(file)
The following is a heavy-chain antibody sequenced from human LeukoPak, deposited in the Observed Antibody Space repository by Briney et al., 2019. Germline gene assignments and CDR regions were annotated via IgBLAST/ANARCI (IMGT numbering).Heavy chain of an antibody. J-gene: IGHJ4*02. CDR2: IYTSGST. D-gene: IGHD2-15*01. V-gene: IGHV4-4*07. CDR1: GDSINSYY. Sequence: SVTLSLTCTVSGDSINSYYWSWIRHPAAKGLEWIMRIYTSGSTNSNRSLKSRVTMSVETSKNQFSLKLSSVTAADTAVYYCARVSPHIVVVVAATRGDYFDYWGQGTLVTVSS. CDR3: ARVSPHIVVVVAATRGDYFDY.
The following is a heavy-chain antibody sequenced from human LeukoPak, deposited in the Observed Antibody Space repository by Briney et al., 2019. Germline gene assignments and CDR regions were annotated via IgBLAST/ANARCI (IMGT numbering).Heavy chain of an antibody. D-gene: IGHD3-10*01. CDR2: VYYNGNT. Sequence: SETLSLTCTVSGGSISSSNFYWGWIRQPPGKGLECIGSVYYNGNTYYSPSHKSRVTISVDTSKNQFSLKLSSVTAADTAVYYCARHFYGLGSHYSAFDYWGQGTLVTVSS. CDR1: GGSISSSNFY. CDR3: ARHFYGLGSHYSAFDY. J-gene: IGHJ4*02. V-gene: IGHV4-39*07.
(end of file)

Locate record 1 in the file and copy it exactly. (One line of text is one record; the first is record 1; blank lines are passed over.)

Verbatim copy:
The following is a heavy-chain antibody sequenced from human LeukoPak, deposited in the Observed Antibody Space repository by Briney et al., 2019. Germline gene assignments and CDR regions were annotated via IgBLAST/ANARCI (IMGT numbering).Heavy chain of an antibody. J-gene: IGHJ4*02. CDR2: IYTSGST. D-gene: IGHD2-15*01. V-gene: IGHV4-4*07. CDR1: GDSINSYY. Sequence: SVTLSLTCTVSGDSINSYYWSWIRHPAAKGLEWIMRIYTSGSTNSNRSLKSRVTMSVETSKNQFSLKLSSVTAADTAVYYCARVSPHIVVVVAATRGDYFDYWGQGTLVTVSS. CDR3: ARVSPHIVVVVAATRGDYFDY.